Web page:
If that hybrid approach gives rise to more business, client growth and material success, that is well and good, but not the sole objective.
In short – no – we probably don’t need to be putting as much emphasis on content as we do – but we will continue doing so for both commercial and more personal reasons.
Do I need a Social Media Marketing platform?
Recently we took the plunge and signed up for a trial with a prominent social media marketing platform, to just test out whether our business could benefit from it at this early stage of its development.
The platform in question (call it System Y for short) offers integrated customer relationship management (CRM) and marketing tools in a neat intuitive package. CRM is a tool used to manage and analyse customer interactions and data throughout the customer lifecycle. With the goal of improving business relationships with customers, assisting in customer retention and driving sales growth. CRM systems are designed to compile information on customers across different channels – or points of contact between the customer and the company – including website, phone, chat, direct mail, marketing materials and social media. As well as useful information on customers and their habits, preferences and concerns.
After the trial it was clear that at this stage of Prism-Clarity’s development we do not need a CRM system. We don’t have the volume of customer interactions to justify it, and for current levels of activity we can and do manage the records just as easily in a spreadsheet.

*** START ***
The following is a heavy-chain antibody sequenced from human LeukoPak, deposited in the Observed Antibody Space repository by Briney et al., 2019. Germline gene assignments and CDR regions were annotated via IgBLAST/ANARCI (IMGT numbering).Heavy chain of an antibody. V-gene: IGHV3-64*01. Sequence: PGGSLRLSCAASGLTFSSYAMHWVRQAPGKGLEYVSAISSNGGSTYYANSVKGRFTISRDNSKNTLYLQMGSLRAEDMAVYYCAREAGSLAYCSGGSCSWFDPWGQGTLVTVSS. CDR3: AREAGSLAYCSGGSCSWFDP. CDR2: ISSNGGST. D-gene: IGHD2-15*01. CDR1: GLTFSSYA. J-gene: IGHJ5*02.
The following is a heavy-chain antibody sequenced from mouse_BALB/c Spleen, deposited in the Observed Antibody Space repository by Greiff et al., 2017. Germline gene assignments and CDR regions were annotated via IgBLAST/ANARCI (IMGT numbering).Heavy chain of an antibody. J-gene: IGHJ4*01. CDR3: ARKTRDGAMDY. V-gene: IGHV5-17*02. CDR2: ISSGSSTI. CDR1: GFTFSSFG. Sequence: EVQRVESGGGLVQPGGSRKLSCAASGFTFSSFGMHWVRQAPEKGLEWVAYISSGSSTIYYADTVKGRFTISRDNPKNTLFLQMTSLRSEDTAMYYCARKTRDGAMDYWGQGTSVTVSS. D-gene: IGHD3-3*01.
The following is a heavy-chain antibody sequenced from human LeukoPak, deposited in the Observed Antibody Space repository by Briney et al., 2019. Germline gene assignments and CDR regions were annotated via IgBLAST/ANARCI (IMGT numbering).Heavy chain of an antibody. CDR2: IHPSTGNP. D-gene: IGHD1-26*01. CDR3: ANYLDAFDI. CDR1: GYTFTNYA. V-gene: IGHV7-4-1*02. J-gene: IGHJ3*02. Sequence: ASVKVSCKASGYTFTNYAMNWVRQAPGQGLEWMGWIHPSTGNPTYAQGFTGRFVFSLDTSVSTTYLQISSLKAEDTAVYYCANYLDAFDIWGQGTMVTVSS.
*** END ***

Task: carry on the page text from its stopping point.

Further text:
So what else can the integrated System Y platform offer us? There is something to be said for having all your content, reports and contacts all in the same IT environment and fully aligned to the social media platforms where you are publishing your content. It lets you streamline the publishing and get integrated reporting on who is doing what with your content, and when. It enables you to prioritise the social media users who are most important to your business by showing you who is engaging most actively with your content. And irrespective of social media platform, you can get all your content out to followers and customers at times that drive the most impact.